The interpretation of “equitable and consistent” and the way new money would be phased-in were shaping up to be flashpoints in the budget debate, before the COVID-19 outbreak ballooned to a scope that redirected state government’s attention almost entirely to the public health crisis and put the budget development process on hold for months.
This year was intended to mark the first year of the funding overhaul’s gradual implementation, and Baker’s revised budget would postpone that.
The budget Baker filed in January, which he said at the time would “fully fund” the first year of the Student Opportunity Act, proposed to boost Chapter 70 school aid by $303.5 million, or 6 percent, over fiscal 2020 levels. The $108 million hike in the updated budget filed this week represents a 2 percent increase.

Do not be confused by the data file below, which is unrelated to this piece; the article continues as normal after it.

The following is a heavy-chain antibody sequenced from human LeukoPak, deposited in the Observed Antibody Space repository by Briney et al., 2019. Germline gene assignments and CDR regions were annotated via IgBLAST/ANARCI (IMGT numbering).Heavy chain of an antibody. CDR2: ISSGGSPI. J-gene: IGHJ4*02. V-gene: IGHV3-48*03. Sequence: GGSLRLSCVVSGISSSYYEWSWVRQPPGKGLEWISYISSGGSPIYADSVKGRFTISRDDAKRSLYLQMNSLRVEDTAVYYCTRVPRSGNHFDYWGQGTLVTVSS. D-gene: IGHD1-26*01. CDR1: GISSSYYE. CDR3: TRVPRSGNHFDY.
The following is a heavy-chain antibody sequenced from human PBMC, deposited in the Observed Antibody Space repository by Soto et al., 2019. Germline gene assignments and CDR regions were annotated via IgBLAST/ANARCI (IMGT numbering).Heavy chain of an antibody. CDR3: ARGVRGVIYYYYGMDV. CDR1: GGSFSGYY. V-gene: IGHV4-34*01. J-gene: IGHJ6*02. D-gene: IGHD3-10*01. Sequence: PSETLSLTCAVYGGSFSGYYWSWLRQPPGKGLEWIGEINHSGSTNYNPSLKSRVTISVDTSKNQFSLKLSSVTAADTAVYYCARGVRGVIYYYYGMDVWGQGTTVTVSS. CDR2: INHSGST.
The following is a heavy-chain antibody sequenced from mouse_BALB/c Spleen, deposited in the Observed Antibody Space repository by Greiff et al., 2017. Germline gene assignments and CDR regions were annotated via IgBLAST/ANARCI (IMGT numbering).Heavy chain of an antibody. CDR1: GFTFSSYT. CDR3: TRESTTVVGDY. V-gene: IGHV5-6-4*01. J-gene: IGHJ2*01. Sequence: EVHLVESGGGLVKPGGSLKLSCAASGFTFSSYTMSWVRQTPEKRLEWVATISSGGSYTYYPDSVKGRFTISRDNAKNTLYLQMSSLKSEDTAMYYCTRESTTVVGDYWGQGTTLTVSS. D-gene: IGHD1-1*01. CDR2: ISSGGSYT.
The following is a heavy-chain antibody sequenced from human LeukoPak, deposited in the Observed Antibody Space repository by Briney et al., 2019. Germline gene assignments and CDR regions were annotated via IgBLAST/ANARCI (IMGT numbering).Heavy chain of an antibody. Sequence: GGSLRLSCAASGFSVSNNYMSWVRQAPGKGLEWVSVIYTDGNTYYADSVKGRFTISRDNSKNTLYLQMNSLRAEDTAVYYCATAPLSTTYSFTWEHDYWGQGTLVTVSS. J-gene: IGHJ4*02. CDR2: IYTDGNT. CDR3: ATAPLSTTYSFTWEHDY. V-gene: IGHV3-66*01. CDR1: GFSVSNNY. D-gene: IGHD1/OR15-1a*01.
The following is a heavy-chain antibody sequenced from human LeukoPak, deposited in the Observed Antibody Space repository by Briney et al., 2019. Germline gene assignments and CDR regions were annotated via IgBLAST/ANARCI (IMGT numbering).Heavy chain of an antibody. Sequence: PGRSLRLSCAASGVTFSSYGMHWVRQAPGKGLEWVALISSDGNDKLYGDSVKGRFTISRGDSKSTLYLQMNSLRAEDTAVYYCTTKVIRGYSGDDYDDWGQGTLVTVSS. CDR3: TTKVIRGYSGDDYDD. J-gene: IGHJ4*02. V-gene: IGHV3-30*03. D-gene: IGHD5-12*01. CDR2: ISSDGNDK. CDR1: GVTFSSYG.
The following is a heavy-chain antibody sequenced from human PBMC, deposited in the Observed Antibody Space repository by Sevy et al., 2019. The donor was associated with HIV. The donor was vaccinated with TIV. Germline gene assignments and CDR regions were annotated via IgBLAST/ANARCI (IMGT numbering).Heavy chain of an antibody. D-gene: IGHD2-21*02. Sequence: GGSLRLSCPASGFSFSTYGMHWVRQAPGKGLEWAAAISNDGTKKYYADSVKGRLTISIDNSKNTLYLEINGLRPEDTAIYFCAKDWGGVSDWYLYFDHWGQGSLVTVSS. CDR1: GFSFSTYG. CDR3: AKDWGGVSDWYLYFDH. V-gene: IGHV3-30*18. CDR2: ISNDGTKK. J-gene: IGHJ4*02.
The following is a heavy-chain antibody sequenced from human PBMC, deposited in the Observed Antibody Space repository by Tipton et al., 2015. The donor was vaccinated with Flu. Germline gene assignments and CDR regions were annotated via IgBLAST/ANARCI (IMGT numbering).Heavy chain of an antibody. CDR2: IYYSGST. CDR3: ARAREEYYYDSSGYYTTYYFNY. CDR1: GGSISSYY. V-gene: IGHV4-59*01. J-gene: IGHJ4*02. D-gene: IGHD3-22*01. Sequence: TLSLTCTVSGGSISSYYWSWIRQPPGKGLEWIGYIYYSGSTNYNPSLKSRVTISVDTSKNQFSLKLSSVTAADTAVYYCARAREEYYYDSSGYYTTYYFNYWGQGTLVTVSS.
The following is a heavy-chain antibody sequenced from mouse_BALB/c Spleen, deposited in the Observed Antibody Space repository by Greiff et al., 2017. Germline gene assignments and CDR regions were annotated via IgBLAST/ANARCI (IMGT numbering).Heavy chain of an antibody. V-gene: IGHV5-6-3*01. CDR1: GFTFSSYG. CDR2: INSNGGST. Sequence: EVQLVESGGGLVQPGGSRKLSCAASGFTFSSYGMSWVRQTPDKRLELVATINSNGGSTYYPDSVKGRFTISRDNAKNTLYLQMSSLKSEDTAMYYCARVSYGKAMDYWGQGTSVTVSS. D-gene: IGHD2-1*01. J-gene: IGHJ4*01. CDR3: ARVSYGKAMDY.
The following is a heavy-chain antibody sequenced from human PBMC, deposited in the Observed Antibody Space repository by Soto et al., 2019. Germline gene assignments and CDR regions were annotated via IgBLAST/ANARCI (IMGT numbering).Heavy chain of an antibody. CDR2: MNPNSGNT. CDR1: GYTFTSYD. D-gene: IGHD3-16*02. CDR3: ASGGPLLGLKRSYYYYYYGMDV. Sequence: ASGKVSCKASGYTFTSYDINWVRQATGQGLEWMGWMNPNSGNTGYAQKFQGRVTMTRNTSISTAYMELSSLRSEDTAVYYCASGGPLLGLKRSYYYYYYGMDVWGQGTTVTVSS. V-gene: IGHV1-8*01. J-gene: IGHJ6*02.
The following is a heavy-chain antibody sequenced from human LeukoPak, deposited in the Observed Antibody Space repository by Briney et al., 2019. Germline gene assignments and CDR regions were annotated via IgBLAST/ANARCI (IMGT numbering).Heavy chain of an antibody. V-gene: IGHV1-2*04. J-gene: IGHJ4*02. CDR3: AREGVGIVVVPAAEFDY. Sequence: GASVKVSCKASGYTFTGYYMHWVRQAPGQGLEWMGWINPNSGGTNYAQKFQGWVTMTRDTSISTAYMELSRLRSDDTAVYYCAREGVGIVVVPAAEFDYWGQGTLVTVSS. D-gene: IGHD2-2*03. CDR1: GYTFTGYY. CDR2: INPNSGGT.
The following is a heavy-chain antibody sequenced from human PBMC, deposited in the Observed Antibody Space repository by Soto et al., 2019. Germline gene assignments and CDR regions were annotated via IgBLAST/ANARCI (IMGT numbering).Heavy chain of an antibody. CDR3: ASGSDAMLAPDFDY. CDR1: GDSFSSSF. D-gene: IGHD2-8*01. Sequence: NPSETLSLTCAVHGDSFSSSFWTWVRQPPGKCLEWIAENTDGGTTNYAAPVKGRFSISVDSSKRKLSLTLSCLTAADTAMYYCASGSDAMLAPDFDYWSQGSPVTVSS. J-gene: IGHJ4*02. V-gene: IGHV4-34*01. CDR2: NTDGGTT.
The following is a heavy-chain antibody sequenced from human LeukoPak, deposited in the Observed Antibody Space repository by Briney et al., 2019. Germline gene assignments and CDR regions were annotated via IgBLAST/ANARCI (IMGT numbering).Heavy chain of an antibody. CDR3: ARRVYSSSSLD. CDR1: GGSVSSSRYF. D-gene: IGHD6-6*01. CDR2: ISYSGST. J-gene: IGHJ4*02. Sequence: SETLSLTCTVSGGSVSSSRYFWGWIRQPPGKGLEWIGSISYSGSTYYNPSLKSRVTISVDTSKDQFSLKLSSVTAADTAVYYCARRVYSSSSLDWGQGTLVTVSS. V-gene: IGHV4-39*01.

Baker has said that when federal money — including COVID-19 relief funds that support pandemic-related expenses — is added in, districts will ultimately receive more money than they would have under his January budget. They’re also incurring new costs that go beyond traditional classroom needs, for things like personal protective equipment, increased sanitation and remote learning technology.
“After recognizing the significant level of federal funding that was made available to districts, year-over-year K-12 education spending is more than what was originally proposed in our budget from January, which fully funded the first year of the Student Opportunity Act,” he said Wednesday. “We’re particularly proud of this achievement. A lot of people rightfully worried that with the passage of the landmark education funding bill, we wouldn’t be able to meet those obligations.”